Vermont libraries celebrate freedom to read

T his week, through Sept. 24,  is the 40th annual Banned Books Week, created and sustained by the American Library Association “as both a reminder of the unifying power of stories and the divisiveness of censorship, and a call to action for readers across the country to push back against censorship attempts in their communities.”

Banned Books Week celebrates the freedom to read and spotlights attempts to censor books in libraries, schools and bookstores.

The American Library Association maintains lists of books that have been targeted for removal or restriction in libraries and schools. By focusing on these efforts across the country, Banned Books Week hopes to draw national attention to the harms of censorship. The theme this year is “Books Unite Us. Censorship Divides Us.”

Vermont has had relatively few attempts to curtail the freedom to read, but a challenge this year at the Whiting Library in Chester to hosting Drag Queen Story Hour at its local library reminds us that the threat is never far away.

Other Vermont librarians report receiving online abuse and threats, usually for providing a wide range of materials.

Vermont Library Association President Kelly McCagg, director of the Burnham Library in Colchester, noted that in the past year the ALA saw 729 challenges nationwide, more than ever before.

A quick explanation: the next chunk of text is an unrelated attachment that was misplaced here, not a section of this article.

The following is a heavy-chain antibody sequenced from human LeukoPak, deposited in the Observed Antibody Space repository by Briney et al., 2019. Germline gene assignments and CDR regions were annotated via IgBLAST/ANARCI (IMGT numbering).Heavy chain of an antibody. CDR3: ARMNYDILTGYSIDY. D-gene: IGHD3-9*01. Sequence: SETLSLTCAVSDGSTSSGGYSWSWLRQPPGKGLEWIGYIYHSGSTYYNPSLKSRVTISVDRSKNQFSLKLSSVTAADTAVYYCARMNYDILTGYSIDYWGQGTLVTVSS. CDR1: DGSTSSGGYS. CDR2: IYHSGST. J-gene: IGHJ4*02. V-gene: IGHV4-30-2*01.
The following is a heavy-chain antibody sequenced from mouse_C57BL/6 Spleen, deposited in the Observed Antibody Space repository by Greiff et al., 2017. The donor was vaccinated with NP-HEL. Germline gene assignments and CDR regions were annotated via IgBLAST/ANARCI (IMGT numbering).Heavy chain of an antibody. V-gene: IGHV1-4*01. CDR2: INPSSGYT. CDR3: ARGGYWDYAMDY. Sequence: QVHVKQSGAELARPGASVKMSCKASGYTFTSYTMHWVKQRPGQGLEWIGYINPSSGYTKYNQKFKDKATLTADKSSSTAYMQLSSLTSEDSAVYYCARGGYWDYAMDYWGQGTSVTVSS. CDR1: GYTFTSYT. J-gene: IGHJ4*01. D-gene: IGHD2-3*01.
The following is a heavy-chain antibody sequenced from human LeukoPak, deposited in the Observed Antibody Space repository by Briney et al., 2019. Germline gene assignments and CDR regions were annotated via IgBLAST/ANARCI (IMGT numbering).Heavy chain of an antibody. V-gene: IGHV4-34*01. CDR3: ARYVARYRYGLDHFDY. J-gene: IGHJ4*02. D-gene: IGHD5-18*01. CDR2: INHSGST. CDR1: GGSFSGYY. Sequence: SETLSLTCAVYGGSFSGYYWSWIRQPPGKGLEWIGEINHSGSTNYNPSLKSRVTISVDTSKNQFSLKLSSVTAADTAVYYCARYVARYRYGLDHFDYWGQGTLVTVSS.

“That is a lot of missed opportunities for caregivers to impart their values; and for communities to discover areas of mutual appreciation,” said McCagg. “We must do better. Not only working to keep books on our shelves, but educating the public of their intrinsic value.”

According to a release from the ALA’s Office for Intellectual Freedom, those 729 challenges resulted in more than 1,597 individual book challenges or removals. Most targeted books in the past several years were by or about Black or LGBTQIA+ persons. Historically, challenges have also come over a handful of titles deemed to be too racist (Of Mice and Men, The Adventures of Huckleberry Finn.)

The rise in challenges in the past few years have coincided with unfounded claims by online disinformation peddlers and some media outlets that organizations promoting diversity are grooming children for sexual predators.

“This is a dangerous time for readers and the public servants who provide access to reading materials,” said Deborah Caldwell-Stone, director of the ALA’s Office for Intellectual Freedom, in a statement. “Readers, particularly students, are losing access to critical information, and librarians and teachers are under attack for doing their jobs.”

For 40 years, the annual event has brought together the entire book community — librarians, booksellers, publishers, journalists, teachers, and readers of all types — in shared support of the freedom to seek and to express ideas, even those some consider unorthodox or unpopular.

Drop by your local Vermont library to learn more about Banned Books Week.

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About the Author: This item was edited from one or more press releases submitted to The Chester Telegraph.

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